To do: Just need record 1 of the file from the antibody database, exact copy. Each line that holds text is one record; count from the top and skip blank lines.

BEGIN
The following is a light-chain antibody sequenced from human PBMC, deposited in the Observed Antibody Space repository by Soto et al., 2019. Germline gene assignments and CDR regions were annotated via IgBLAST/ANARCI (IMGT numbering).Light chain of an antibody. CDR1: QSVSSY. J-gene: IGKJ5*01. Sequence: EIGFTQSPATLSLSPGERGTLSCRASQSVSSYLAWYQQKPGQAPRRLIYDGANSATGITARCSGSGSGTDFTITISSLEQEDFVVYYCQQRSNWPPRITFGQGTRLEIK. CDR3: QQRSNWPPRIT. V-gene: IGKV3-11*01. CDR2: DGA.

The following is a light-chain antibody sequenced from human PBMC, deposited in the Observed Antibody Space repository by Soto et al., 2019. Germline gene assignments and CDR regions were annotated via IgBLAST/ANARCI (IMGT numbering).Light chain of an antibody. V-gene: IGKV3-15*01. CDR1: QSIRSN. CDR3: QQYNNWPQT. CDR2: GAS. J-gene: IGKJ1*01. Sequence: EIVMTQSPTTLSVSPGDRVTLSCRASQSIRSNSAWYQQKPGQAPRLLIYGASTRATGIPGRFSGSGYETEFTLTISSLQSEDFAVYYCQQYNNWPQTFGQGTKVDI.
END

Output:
The following is a light-chain antibody sequenced from human PBMC, deposited in the Observed Antibody Space repository by Soto et al., 2019. Germline gene assignments and CDR regions were annotated via IgBLAST/ANARCI (IMGT numbering).Light chain of an antibody. CDR1: QSVSSY. J-gene: IGKJ5*01. Sequence: EIGFTQSPATLSLSPGERGTLSCRASQSVSSYLAWYQQKPGQAPRRLIYDGANSATGITARCSGSGSGTDFTITISSLEQEDFVVYYCQQRSNWPPRITFGQGTRLEIK. CDR3: QQRSNWPPRIT. V-gene: IGKV3-11*01. CDR2: DGA.